Aziz: It was quite nostalgic being on the campgrounds in which it reminded me of a few settings: Petalburg Woods and the camp in Heavyweights. As you walk the corners of the forest great fortune would come your way. You can be invited to another’s well-furnished site graced with their hospitality, presented with a treasure chest full of edibles by a lovely soul, or dancing endlessly to some house music. You may not envision yourself being a Pokemon trainer or a kid being sent to a fitness camp, but the festival brought you to a place of familiarity and comfortability.
“All you had to do was follow the music as it echoed through the forest.”- Aziz
Music: The Liberators
Colin: There is an African proverb that says if it rains on a day of importance, it is suppose to bring you good luck. Well, I’m happy it started pouring a little after the Museache convoy pulled in late Friday afternoon. I experienced moments of Conundrum and then the skies darkened and began to put on it’s own show of lightning and thunder. No worries for me because I escaped to the Cathlor Marmot House to get limber to an impromptu dance set from Esoteric Blackness. After awhile, the rain couldn’t contain the music and Big Beat, a 19 piece big band with about 13 horns, flooded the main stage with some entrancing tunes. Just when I was ready to end my night at around 2AM, I heard a well oiled John Mould soothe Jack Moves into an encore set that re-energized me for another 3 hours. Those who slept, at some point or another had moments of their dreams soundtracked by 1 of the 4 stages. By the next morning, I was starting to wish I had more than two ears and possibly a clone because there were so many artists I was not able to personally experience. The highlight of the day came when Public Warfare hit the stage. I was doing my normal photography steez when suddenly a shirtless performer from Public Warfare, jumped off the stage, took out his lighter, set his pants on fire and started breakdancing in the sand pit as chants of “WARFAREEEEE” rang from the stage.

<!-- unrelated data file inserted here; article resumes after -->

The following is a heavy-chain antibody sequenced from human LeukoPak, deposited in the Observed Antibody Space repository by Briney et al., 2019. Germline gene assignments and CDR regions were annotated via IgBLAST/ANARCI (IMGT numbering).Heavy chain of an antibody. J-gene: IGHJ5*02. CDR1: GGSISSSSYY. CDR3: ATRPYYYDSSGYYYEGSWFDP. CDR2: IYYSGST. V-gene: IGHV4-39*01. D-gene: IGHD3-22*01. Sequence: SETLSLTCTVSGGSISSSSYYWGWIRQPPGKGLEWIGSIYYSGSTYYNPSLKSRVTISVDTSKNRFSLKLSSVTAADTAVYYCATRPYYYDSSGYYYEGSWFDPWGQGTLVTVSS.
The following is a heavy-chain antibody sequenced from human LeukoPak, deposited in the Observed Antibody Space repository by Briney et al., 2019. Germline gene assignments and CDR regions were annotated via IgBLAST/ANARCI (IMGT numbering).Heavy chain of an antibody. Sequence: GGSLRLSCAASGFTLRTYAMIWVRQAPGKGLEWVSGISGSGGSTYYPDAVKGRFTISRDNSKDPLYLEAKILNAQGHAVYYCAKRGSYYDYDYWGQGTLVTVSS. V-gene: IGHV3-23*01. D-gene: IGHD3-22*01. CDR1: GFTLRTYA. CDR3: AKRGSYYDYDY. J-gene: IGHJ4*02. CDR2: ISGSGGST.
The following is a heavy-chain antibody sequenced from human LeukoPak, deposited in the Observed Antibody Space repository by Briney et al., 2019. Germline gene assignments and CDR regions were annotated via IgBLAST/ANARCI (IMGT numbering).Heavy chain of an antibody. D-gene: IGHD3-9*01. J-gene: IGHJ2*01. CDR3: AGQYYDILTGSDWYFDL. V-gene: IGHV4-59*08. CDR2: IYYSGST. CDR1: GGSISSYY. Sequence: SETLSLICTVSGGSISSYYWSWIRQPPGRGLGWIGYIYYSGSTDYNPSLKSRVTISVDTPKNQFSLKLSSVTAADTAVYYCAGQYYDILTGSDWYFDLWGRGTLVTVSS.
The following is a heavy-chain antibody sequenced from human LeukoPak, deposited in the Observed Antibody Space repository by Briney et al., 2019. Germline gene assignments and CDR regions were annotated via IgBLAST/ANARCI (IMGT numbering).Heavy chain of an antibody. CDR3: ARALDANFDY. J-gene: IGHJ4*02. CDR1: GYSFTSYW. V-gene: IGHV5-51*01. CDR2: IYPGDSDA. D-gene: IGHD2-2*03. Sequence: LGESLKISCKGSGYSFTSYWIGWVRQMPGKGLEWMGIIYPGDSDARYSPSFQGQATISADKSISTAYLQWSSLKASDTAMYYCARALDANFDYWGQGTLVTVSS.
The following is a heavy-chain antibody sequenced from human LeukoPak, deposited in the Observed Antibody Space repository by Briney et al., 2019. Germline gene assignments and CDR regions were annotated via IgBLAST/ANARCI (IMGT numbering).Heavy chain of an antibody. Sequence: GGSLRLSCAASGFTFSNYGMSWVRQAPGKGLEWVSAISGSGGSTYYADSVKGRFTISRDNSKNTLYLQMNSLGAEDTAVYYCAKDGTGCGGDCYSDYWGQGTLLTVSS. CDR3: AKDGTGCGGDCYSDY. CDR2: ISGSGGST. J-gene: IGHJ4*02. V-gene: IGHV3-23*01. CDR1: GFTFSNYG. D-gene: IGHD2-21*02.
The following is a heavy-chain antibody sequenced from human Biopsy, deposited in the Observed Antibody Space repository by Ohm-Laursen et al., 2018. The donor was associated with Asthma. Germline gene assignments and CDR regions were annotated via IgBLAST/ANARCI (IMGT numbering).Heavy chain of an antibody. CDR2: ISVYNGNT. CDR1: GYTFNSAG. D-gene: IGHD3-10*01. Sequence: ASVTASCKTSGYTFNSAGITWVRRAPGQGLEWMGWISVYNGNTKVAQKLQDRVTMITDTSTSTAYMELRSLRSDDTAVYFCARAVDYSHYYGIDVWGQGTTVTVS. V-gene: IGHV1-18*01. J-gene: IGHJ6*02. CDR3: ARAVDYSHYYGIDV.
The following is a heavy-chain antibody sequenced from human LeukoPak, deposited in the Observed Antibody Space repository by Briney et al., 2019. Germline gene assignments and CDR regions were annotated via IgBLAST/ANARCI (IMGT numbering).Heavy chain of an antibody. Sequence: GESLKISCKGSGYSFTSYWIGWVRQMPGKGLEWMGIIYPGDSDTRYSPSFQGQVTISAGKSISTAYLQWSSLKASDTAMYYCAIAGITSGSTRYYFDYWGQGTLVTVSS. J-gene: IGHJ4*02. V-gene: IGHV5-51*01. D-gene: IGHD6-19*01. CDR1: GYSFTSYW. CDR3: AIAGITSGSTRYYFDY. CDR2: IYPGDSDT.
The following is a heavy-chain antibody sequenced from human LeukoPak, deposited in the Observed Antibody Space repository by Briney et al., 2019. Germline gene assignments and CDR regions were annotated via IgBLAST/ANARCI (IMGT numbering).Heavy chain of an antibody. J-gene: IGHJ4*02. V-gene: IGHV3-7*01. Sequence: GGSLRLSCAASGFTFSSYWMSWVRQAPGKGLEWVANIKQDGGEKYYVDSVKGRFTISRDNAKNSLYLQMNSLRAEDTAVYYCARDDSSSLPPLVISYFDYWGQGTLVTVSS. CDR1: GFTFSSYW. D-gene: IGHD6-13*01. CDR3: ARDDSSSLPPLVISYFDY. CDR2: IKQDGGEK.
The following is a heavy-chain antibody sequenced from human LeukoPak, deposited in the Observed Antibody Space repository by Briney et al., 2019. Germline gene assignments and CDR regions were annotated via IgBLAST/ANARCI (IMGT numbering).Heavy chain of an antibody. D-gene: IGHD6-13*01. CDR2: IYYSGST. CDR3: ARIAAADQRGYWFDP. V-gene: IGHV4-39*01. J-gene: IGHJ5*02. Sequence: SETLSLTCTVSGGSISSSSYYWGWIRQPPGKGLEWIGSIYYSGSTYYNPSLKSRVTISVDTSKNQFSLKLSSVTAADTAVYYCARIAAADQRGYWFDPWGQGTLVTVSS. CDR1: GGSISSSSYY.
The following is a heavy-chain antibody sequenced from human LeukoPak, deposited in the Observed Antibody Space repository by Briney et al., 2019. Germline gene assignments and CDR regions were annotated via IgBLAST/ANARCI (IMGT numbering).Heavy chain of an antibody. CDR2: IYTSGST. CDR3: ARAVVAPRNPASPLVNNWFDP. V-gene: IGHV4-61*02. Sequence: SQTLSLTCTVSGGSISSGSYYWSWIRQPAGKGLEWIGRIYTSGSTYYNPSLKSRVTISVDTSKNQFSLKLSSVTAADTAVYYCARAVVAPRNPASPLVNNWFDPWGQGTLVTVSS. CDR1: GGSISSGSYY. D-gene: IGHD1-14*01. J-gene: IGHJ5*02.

Rughda: I honestly don’t think I was there for any one complete set other than my own. There was music literally the entire time, a perfect place for my attention deficit ass to roam and continuously discover more and more artists. My feet kept wanting to follow the music, even when the rest of my body was ready to give out. Like at 3 AM on the second night, when ominous sounds trailed to my tent on the other side of the campground, and I felt like I had an inner duty to protect all of our souls from eternal damnation via VomitChord’s performance in the Cathlor House.